A growing school district, an active housing boom and rising pay scales are just a few examples of how the new Prestage Foods of Iowa pork processing plant in Eagle Grove, Iowa, is impacting the local economy.
Eagle Grove, a town of about 3,600 residents, is located only 6 miles from Prestage’s new $320 million pork processing plant. So far, the plant has employed about half of it’s projected 900 workers.
According to local news outlet, the Muscatine Journal, local leaders hope Prestage will help “stem but not reverse” the region’s population loss for the next few years.
For the first time in years, Eagle Grove schools have new students—about 75 this year, with more expected, reports the Des Moines Register.
The plant is also having ripple effects in work for warehouses, transportation companies and other businesses. Even competitors such as Tyson Foods are increasing salaries to attract beginning production workers.
A local billboard advertises “top dollar” pay at Tyson’s Storm Lake plant—$16 per hour for beginning production workers. The other side of the billboard promotes Prestage’s production pay, starting at $15.50 an hour and moving to $16 and higher after three months.
Is it a war for labor? "Absolutely, but not in a bad way," says Ron Prestage, leader of the North Carolina-based family hog and turkey business and a veterinarian. "People who are skilled in those jobs are highly sought after."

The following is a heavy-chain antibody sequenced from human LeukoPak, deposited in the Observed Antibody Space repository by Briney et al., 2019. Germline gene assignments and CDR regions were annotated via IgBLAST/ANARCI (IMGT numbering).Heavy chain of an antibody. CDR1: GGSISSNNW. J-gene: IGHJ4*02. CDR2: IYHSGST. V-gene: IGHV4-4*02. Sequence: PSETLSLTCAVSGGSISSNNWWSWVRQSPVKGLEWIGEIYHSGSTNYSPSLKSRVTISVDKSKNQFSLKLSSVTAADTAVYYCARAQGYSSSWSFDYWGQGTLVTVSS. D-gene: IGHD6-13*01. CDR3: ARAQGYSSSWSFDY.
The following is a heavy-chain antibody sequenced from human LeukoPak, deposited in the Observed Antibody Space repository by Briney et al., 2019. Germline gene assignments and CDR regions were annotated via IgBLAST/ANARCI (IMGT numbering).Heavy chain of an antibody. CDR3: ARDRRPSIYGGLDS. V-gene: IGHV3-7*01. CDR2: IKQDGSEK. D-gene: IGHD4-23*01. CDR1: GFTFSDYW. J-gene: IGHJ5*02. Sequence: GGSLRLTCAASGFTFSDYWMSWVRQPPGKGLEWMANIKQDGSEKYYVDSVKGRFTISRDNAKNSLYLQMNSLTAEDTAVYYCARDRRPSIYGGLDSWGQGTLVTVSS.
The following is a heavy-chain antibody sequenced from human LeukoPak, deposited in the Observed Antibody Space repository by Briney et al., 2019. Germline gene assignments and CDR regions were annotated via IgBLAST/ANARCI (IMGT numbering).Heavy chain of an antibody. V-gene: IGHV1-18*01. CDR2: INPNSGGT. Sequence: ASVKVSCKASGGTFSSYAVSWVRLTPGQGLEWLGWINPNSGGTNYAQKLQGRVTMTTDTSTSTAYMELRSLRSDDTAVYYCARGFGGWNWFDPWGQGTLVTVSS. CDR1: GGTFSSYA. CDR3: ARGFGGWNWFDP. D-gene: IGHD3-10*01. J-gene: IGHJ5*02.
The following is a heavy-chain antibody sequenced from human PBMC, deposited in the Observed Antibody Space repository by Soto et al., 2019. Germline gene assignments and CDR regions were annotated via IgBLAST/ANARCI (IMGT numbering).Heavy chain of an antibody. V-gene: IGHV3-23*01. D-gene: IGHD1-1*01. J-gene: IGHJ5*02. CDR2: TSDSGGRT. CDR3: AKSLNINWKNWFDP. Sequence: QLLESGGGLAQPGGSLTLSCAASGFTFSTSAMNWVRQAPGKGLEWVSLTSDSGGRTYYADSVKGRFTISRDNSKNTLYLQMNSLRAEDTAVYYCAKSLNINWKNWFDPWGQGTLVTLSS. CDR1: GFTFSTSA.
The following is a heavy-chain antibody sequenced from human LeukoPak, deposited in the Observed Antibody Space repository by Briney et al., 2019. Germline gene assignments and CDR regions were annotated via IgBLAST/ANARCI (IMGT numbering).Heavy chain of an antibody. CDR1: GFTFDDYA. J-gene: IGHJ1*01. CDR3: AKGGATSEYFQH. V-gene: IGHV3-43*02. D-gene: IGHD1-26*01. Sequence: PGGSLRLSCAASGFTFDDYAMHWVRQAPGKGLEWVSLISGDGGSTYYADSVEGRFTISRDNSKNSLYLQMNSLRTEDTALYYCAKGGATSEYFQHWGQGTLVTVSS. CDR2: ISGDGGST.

A History of Meat Processing
Iowa State University economist David Swenson estimates Prestage’s economic impact on the community at $574 million.
Ernie Goss, a Creighton University economist, put the value closer to $1.7 billion, spread out over nine counties. He points to Fort Dodge’s Webster County netting the largest piece of the pie—$607 million in economic impact, as well as the greatest housing boom in three decades. Only five homes were built in 2017, a number that is expected to reach 140 this year.
Critics say the tax incentives the state and county offered were not necessary, as northwestern Iowa was one of the only locations such a plant would be profitable.
Memories are short in this area, as many community members experienced a severe downturn in the 1980s when pork processor Hormel Foods and Iowa Beef Processors closed. The irony that a meat processor is helping to revive the community is not lost on many.
But Prestage says the plant came to where the pigs are. Iowa ranks first in pork production, and has 10 of the largest pig-producing counties in the nation. Five of them are in northwest Iowa.
So far the Prestage plant, which opened in March, has hired about 500 workers, most of whom come from the region. The company said 60% are white, 25% are Hispanic and the remaining 15% are Asian, African and black. Forty percent are female. Prestige plans to eventually add a second shift, with another 800 to 1,000 workers.